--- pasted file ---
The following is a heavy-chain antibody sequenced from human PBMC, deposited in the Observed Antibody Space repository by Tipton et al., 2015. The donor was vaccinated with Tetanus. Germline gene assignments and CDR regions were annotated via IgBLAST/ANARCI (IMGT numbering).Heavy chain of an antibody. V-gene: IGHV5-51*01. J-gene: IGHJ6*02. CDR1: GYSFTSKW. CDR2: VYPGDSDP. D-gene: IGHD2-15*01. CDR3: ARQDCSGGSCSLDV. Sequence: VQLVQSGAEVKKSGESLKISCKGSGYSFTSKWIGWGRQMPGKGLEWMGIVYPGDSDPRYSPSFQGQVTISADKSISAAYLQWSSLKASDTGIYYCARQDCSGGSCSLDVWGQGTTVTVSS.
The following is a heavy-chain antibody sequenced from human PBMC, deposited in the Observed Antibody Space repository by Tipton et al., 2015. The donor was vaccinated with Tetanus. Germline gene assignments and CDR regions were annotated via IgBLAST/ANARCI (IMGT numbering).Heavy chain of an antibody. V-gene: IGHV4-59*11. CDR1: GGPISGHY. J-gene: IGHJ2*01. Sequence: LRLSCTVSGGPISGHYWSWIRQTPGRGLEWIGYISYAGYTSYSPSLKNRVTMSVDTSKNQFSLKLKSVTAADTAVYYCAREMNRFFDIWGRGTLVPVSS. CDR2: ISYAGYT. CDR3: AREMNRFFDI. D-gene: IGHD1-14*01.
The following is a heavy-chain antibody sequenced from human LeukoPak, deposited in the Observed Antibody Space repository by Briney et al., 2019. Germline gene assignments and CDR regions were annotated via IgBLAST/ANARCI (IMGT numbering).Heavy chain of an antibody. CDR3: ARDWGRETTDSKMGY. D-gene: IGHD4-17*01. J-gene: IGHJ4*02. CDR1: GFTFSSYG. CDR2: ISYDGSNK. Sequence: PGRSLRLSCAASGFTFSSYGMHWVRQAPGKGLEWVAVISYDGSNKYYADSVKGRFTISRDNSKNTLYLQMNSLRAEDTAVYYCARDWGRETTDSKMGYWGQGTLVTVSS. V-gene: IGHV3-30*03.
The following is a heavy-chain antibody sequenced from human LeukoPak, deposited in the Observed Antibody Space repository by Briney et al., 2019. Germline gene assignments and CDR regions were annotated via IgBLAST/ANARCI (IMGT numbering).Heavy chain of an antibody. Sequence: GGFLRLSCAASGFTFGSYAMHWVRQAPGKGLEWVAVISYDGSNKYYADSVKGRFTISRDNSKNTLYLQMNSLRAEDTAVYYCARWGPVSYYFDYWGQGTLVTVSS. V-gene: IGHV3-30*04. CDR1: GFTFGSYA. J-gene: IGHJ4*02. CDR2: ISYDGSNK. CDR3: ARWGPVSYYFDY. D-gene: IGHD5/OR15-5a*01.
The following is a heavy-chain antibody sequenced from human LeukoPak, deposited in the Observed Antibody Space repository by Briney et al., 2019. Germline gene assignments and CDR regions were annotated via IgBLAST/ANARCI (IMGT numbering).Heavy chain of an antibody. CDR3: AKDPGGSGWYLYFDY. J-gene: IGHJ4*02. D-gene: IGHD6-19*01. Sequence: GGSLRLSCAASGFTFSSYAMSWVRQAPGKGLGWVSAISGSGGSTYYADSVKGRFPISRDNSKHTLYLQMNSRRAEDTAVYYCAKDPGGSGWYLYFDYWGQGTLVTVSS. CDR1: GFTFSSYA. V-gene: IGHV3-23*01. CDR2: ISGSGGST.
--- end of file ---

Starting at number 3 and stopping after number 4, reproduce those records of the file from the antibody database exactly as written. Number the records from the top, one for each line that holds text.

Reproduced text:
The following is a heavy-chain antibody sequenced from human LeukoPak, deposited in the Observed Antibody Space repository by Briney et al., 2019. Germline gene assignments and CDR regions were annotated via IgBLAST/ANARCI (IMGT numbering).Heavy chain of an antibody. CDR3: ARDWGRETTDSKMGY. D-gene: IGHD4-17*01. J-gene: IGHJ4*02. CDR1: GFTFSSYG. CDR2: ISYDGSNK. Sequence: PGRSLRLSCAASGFTFSSYGMHWVRQAPGKGLEWVAVISYDGSNKYYADSVKGRFTISRDNSKNTLYLQMNSLRAEDTAVYYCARDWGRETTDSKMGYWGQGTLVTVSS. V-gene: IGHV3-30*03.
The following is a heavy-chain antibody sequenced from human LeukoPak, deposited in the Observed Antibody Space repository by Briney et al., 2019. Germline gene assignments and CDR regions were annotated via IgBLAST/ANARCI (IMGT numbering).Heavy chain of an antibody. Sequence: GGFLRLSCAASGFTFGSYAMHWVRQAPGKGLEWVAVISYDGSNKYYADSVKGRFTISRDNSKNTLYLQMNSLRAEDTAVYYCARWGPVSYYFDYWGQGTLVTVSS. V-gene: IGHV3-30*04. CDR1: GFTFGSYA. J-gene: IGHJ4*02. CDR2: ISYDGSNK. CDR3: ARWGPVSYYFDY. D-gene: IGHD5/OR15-5a*01.